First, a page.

Rowan Reads to Newborns aims to start literacy at birth
Published 12:00 am Tuesday, November 24, 2015
James Walton Brentnell, or Walt, is 2 weeks old, but it’s never too early to teach him to read.
“Babies develop language as early as being in utero,” his mother, Kelli Brentnell, said.
Kelli says that she and her husband, Jonathan Brentnell, love to cuddle up with Walt on the couch or in the nursery and read to him.
“It’s very calming for him, very soothing,” she said.
Brentnell says that her little family reads together whenever they can — and they began doing this before Walt was even born. Kelli said that while she was still pregnant, they’d read to him from baby books or during nightly devotions.
“I’m a teacher, so reading is very important to me.” Brentnell said.
Walt is lucky to belong to a family that believes in the importance of literacy and is able to provide him with a small library of board books. But not every newborn is so fortunate. That’s why the Rowan Public Library, Smart Start Rowan and Novant Health have begun a county-wide collaboration to ensure that every baby born at Novant Health Rowan Medical Center begins life with a book.
Called Rowan Reads to Newborns, the program is sponsored by donations, but it wasn’t an overnight thing, Jane Welch from the Rowan Public Library said.
“With any program that you start, funding is a problem.”
Welch says that she approached the hospital as early as 2011 to start this program, but it didn’t fully take off until 2014 when it garnered community support and received donations that will keep it funded for the next two years.
Now, Rowan Reads to Newborns is able to provide each new mother with a reusable tote bag that contains one high-contrast board book, an application for a library card and facts and tips for reading to newborns.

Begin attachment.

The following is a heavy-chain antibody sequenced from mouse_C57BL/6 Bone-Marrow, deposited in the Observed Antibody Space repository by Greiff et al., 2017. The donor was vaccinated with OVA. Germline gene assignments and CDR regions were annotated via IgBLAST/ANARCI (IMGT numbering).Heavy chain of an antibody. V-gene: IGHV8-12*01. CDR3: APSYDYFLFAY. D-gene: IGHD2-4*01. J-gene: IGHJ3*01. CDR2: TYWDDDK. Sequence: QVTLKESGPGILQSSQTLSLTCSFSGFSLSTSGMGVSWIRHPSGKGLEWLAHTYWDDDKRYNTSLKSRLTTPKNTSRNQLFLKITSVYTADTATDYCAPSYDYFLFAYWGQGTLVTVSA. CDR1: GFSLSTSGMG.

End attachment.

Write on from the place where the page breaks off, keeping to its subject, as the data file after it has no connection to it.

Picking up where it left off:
The board books are full of high-contrast, black-and-white illustrations that are designed for children from birth to 3 months old.
“Children can see this. It’s very easy on the eyes. They can focus on this,” Welch said.
The books are also easy for parents. Whether they’re learning to read to their first child, or have low literacy levels themselves, the books are simple and allow parents plenty of room to make up stories using the pictures. And it’s vitally important for a parent to be invested in their child’s literacy.
“Ultimately, the parent is the child’s first teacher,” Welch said.
Studies have shown that children who are spoken, read or sung to often while in the womb have higher vocabularies and word acquisition than those who aren’t, Welch said.
“Without language, a child can’t express themselves.”
But it’s only through hearing unfamiliar words that a child can build their vocabulary. That’s where the books, and the parents, come in.
“They’re hearing the sounds that letters make, they’re hearing the rhythm, they’re hearing us put sounds together, they’re hearing us break them apart,” Welch said.
These are basics of reading, listening and language acquisition that can never be taught too early, Welch explained.
Ultimately, Welch says, reading to your children as they age is preparing them for school, and for life. Picture books have conflicts and solutions, characters to remember and settings that give children a purpose for listening. So when children arrive at school, they’re ready — for class, and ready to read.
“Because if we wait, it’s too late,” Welch said.
Rowan Reads to Newborns receives support from the Salisbury City Council, Novant, Kiwanis, United Way of Rowan County, Rowan Public Library, Rowan Public Library Foundation, Smart Start Rowan, Altrusa Club of Salisbury, and a member of the community.
Donations to Rowan Reads to Newborns can be made at Rowan Public Library. Make checks payable to Rowan Public Library Foundation designated for the Rowan Reads to Newborns program.